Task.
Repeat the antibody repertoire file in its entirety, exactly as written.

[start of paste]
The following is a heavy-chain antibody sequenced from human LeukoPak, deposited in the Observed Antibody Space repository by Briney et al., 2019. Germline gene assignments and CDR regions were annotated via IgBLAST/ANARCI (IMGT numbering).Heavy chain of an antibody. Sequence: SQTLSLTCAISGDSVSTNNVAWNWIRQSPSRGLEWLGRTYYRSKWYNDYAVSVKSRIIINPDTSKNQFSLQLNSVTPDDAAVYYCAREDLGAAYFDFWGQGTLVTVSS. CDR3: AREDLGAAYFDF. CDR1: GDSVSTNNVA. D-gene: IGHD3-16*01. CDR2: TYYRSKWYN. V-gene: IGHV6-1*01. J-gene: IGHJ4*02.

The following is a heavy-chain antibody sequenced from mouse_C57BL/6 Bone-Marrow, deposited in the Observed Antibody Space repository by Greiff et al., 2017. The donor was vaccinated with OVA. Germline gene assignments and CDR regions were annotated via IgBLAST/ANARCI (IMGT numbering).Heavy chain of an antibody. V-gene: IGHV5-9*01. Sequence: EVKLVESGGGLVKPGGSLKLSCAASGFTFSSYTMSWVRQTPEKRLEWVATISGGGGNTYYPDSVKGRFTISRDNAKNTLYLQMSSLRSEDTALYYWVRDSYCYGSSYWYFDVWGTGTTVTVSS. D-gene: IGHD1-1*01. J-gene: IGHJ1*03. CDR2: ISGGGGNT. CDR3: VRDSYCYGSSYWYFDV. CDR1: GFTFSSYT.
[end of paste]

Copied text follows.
The following is a heavy-chain antibody sequenced from human LeukoPak, deposited in the Observed Antibody Space repository by Briney et al., 2019. Germline gene assignments and CDR regions were annotated via IgBLAST/ANARCI (IMGT numbering).Heavy chain of an antibody. Sequence: SQTLSLTCAISGDSVSTNNVAWNWIRQSPSRGLEWLGRTYYRSKWYNDYAVSVKSRIIINPDTSKNQFSLQLNSVTPDDAAVYYCAREDLGAAYFDFWGQGTLVTVSS. CDR3: AREDLGAAYFDF. CDR1: GDSVSTNNVA. D-gene: IGHD3-16*01. CDR2: TYYRSKWYN. V-gene: IGHV6-1*01. J-gene: IGHJ4*02.

The following is a heavy-chain antibody sequenced from mouse_C57BL/6 Bone-Marrow, deposited in the Observed Antibody Space repository by Greiff et al., 2017. The donor was vaccinated with OVA. Germline gene assignments and CDR regions were annotated via IgBLAST/ANARCI (IMGT numbering).Heavy chain of an antibody. V-gene: IGHV5-9*01. Sequence: EVKLVESGGGLVKPGGSLKLSCAASGFTFSSYTMSWVRQTPEKRLEWVATISGGGGNTYYPDSVKGRFTISRDNAKNTLYLQMSSLRSEDTALYYWVRDSYCYGSSYWYFDVWGTGTTVTVSS. D-gene: IGHD1-1*01. J-gene: IGHJ1*03. CDR2: ISGGGGNT. CDR3: VRDSYCYGSSYWYFDV. CDR1: GFTFSSYT.